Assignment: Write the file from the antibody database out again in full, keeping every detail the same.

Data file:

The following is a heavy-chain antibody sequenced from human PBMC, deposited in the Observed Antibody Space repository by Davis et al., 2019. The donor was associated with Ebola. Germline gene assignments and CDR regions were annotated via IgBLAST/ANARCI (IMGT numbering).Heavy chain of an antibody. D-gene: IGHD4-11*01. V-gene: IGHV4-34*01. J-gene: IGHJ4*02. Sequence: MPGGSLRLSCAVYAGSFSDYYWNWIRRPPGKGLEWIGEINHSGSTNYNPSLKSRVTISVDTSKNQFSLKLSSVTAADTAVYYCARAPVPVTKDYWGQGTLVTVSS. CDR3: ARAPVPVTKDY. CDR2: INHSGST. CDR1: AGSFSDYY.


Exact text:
The following is a heavy-chain antibody sequenced from human PBMC, deposited in the Observed Antibody Space repository by Davis et al., 2019. The donor was associated with Ebola. Germline gene assignments and CDR regions were annotated via IgBLAST/ANARCI (IMGT numbering).Heavy chain of an antibody. D-gene: IGHD4-11*01. V-gene: IGHV4-34*01. J-gene: IGHJ4*02. Sequence: MPGGSLRLSCAVYAGSFSDYYWNWIRRPPGKGLEWIGEINHSGSTNYNPSLKSRVTISVDTSKNQFSLKLSSVTAADTAVYYCARAPVPVTKDYWGQGTLVTVSS. CDR3: ARAPVPVTKDY. CDR2: INHSGST. CDR1: AGSFSDYY.